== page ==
I’ve not read any of Barbara Freethy’s fiction. Before today, I had no idea who she was – this despite her being a no 1. New York Times best selling author with more than 30 novels (where’ve I been?) to her name. But I like her already – a judgement based simply on some recent blog posts of hers in which she gives advice to other writers from a grounded and extremely modest perspective. That without downplaying her incredible success.
And it’s success by many measures:
* Numbers: 2.7 million ebooks sold since January 2011.
* Lifestyle: writing full-time about subject and characters that interest her
* Accolades: rave reviews, awards and editors’ picks
So, what’s her advice?
1. Write lots: “My best advice, having watched how my books have performed the last two years, is to write a lot of books! I’ve discovered that every new book raises the tide on sales for the previous ones.”
2. Don’t get sucked into the marketing and forget you’re a writer: “I honestly think writing the next book is a more important and a better use of your time than investing too many hours or too many dollars into promotion. I do still believe in Facebook/Twitter/Pinterest and other social media experiments but only on a limitied basis. Don’t spent all your time tweeting! Author newsletters are also great so that you can alert your readers to a new book.”
3. Envisage a longer term strategy: “I hope writers will think of self publishing (or traditional publishing) as a career. You’re not going to write just one book, you’re going to write many! And anyone who reads your first book and loves it is going to want to read the second. Plus, from a practical standpoint it is easier to promote and sell books when you can offer a sale price on the first book in a series or even just to another book you’ve written.”
4. Be professional. “Hiring the right team of editors, artists, marketing, whatever you need to put out a professional product, is very important. The readers can be harsh in their reviews. So you want to put out the best book you can. There are a lot of great freelancers available for anything you need. Take advantage of them!”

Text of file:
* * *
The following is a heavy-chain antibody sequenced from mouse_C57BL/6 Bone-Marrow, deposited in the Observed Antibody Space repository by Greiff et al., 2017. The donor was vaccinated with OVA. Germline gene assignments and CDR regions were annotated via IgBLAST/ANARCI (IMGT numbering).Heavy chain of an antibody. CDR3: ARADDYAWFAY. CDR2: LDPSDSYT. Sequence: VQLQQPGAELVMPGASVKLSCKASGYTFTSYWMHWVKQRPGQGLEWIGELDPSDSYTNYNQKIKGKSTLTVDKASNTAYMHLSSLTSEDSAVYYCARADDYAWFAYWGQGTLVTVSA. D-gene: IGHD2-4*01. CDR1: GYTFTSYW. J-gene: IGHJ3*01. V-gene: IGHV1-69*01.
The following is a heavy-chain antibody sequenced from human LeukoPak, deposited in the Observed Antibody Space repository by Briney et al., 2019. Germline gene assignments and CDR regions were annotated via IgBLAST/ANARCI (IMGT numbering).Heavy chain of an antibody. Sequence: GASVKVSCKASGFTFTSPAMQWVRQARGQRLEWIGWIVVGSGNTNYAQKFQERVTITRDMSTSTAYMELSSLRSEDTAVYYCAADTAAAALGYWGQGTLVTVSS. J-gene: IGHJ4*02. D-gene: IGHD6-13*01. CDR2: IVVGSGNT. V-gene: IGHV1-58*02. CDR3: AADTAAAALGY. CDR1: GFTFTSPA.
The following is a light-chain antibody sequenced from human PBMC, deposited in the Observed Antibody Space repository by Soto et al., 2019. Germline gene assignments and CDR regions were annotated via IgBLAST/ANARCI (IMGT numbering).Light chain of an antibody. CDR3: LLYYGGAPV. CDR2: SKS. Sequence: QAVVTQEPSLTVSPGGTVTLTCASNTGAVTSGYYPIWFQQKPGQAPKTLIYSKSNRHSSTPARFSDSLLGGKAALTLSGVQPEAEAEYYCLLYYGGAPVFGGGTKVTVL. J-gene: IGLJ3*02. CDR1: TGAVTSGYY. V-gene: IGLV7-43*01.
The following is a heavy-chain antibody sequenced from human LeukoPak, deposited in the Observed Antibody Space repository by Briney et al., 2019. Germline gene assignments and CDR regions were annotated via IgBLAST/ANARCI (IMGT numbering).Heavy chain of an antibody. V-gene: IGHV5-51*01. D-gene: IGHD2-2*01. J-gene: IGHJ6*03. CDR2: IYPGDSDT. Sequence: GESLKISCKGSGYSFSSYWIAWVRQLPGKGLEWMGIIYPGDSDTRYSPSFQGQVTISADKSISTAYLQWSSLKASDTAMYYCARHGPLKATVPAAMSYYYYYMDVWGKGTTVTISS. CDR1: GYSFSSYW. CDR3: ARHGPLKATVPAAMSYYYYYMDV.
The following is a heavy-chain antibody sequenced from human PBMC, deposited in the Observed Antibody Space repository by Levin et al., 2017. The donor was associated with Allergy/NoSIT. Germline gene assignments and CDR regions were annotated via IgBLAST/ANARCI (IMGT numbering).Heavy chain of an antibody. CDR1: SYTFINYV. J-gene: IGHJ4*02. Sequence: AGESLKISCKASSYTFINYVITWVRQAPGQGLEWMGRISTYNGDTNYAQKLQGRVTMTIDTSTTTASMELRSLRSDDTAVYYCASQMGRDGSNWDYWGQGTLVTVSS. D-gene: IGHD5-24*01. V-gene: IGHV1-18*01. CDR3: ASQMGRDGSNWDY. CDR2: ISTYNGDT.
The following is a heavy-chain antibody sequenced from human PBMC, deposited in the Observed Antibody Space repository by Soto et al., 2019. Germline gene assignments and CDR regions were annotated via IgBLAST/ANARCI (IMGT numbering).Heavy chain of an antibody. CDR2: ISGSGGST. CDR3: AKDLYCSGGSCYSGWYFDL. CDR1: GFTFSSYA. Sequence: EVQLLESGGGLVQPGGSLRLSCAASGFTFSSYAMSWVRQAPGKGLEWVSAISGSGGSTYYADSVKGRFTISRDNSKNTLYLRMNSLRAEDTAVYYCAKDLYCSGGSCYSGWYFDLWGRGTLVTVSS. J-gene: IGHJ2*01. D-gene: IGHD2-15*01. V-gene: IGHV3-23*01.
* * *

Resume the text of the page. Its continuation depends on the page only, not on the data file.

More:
And why indie publishing rather than traditional (she’s already had dozens of books published by traditional publishers)?
“While I’ve enjoyed my experiences with traditional publishing, I’m currently pursuing my own path. I enjoy the freedom to write what I want and publish as frequently as I can, so that my readers will no longer have to wait a year in between books for the next installment in a series.”
And finally, let’s be honest. What are the downsides of self- or independent publishing?
“It is a tremendous amount of work. A self publisher has to wear many hats, not just writer, but editor, proofreader, technical formatter, cover designer, marketer, pricing expert … it’s exhausting. But it’s also very rewarding. There is a bigger piece of the pie for self published authors in terms of royalties, but there is a trade off in the amount of work the self publisher has to do.”
Barbara Freethy has an FAQ section on her website in which she gives more advice, as well as background on where her ideas come from, and resources on offer to book clubs (now there’s a great marketing idea we can learn from!)
Plus she elaborates more on how she achieved her success in this Kirkus Review.